SISTER CATHERINE (SCHWESTER KATREI)

Dictionnaire d'histoire et de géographie ecclésiastiques

 

Sister Catherine

A Middle High German (Alemannic) mystical treatise from the first half of the fourteenth century which draws heavily on the theology of both Meister Eckhart and the heresy of the Free Spirit, illustrating, perhaps better than any other text, the closeness between the two.

The treatise, a dialogue between a beguine and her father confessor (clearly modeled after Eckhart, if not intended to be Eckhart himself), falls into the tradition of lay theology represented by works such as Marguerite Porete's Mirror of Simple Souls . Unlike Marguerite's work, there is no evidence that the treatise was ever subject to censure. Still, the work is generally considered to be heretical because of the Free Spirit ideas at its core, including the notion of permanent union with God and the ability of the lay seeker to attain a state in which she is beyond the need of the assistance or instruction of the institutional Church.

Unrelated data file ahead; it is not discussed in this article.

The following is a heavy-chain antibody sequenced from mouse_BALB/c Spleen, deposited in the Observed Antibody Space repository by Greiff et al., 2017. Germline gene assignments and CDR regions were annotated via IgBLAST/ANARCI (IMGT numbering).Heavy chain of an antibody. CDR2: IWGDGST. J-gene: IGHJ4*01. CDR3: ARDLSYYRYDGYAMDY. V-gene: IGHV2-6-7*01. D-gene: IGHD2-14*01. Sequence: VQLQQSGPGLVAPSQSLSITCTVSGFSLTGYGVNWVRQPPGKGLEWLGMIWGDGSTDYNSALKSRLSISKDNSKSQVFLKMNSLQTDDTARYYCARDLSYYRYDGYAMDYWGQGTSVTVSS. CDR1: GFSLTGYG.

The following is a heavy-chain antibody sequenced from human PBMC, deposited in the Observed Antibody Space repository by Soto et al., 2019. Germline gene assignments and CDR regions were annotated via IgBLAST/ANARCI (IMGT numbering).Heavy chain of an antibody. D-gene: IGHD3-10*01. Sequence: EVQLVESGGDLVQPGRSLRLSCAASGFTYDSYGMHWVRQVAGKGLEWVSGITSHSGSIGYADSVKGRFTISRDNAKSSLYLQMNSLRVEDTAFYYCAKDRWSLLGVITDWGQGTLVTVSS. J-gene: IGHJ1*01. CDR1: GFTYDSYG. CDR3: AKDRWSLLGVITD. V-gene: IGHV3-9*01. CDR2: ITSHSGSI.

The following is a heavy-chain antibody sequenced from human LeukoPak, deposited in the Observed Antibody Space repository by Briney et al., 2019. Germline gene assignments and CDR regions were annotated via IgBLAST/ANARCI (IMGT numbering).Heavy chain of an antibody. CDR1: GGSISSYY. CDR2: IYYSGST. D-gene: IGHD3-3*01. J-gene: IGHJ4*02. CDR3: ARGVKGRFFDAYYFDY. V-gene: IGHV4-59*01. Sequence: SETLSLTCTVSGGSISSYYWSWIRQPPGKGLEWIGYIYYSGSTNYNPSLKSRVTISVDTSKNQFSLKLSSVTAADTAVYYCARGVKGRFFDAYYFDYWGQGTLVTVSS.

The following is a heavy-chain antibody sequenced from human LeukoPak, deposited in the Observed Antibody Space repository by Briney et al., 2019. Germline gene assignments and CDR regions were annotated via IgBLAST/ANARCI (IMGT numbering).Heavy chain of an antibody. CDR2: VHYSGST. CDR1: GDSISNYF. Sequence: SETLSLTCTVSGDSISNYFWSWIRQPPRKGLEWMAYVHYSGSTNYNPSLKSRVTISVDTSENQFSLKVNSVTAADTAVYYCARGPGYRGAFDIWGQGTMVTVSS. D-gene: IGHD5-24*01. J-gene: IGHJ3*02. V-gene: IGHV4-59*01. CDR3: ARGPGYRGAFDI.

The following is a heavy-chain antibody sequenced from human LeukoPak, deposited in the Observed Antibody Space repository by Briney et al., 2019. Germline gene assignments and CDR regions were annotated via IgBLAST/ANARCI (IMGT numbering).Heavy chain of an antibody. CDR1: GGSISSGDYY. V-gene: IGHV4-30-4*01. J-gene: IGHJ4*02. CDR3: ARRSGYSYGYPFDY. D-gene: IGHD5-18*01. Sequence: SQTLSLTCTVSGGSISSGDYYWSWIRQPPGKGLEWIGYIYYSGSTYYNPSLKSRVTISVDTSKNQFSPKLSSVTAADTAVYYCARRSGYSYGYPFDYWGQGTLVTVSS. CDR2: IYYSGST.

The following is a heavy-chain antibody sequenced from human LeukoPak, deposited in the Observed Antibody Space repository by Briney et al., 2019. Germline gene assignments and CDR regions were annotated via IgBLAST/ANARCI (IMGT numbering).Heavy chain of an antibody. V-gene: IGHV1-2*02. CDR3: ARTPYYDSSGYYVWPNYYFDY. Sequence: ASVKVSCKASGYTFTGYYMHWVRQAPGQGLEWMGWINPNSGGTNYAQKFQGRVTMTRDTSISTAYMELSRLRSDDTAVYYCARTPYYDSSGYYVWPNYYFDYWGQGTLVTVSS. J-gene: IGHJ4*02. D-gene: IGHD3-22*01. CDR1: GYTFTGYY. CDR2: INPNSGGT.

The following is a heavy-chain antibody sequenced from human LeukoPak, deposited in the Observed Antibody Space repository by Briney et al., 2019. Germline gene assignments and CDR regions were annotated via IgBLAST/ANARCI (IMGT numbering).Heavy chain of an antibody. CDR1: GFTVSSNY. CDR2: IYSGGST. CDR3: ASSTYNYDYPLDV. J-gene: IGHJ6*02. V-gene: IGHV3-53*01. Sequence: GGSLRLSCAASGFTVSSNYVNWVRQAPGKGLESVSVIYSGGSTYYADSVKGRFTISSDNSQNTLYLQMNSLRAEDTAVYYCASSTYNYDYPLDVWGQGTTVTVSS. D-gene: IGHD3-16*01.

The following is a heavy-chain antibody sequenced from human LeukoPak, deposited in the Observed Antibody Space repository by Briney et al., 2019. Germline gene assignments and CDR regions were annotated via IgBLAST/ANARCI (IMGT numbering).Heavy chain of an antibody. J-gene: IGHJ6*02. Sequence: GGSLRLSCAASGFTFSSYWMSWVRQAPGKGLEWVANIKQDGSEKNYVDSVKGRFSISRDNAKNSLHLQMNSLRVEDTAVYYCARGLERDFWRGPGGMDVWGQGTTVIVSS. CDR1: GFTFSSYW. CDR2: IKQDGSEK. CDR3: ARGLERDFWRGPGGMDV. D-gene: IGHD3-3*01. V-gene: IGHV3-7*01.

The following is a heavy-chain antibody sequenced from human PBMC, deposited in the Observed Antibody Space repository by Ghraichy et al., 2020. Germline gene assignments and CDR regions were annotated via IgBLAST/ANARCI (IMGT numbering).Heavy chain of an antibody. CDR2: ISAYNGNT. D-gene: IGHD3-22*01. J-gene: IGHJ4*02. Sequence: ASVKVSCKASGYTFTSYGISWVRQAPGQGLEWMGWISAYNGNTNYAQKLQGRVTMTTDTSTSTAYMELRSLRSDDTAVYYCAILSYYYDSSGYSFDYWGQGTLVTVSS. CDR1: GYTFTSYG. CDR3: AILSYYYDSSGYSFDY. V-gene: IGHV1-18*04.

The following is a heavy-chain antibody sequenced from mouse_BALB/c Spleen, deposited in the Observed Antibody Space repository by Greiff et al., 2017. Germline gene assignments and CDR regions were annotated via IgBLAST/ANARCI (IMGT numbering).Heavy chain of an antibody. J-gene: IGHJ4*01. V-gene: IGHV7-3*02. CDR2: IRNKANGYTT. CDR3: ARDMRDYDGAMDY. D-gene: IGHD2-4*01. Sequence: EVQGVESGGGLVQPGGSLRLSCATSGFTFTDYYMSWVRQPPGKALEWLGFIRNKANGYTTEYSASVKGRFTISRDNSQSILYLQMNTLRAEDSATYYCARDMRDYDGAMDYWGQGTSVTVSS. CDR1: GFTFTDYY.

While the treatise has been used as a prime example of the radicalism of the Free Spirit heresy, most notably by N. Cohn in his Pursuit of the Millennium, it has also been used to demonstrate how close to orthodox mysticism the heresy of the Free Spirit could be. (Lerner, Heresy of the Free Spirit) Indeed, in spite of the subtle challenge to Church authority (subtle because the beguine remains respectful of her confessor throughout her journey) and the sometimes extreme extension of Eckhartian mysticism found in the work, the treatise was read and copied not only by beguines and Free Spirits, but also by orthodox religious, frequently under the name of Eckhart himself. When in 1356 a Benedictine monk translated the treatise, which he presumed to be Eckhart's work, into Latin, he expressed concern that the material was not appropriate for lay people to be reading. But he clearly thought Sister Catherine's lessons worth preserving for the religiously educated. (Lerner 216)

Although the author of the treatise has never been identified, at least one of the seventeen extant manuscripts (the Munich MS) bears the inscription Daz ist swester katrei meister Ekehartes Tohter von Strâzburc. As this was the manuscript used by F. Pfeiffer when he erroneously published the tract as a work of Meister Eckhart's in the mid-nineteenth century, the work has been designated as "Sister Catherine" in all subsequent scholarship.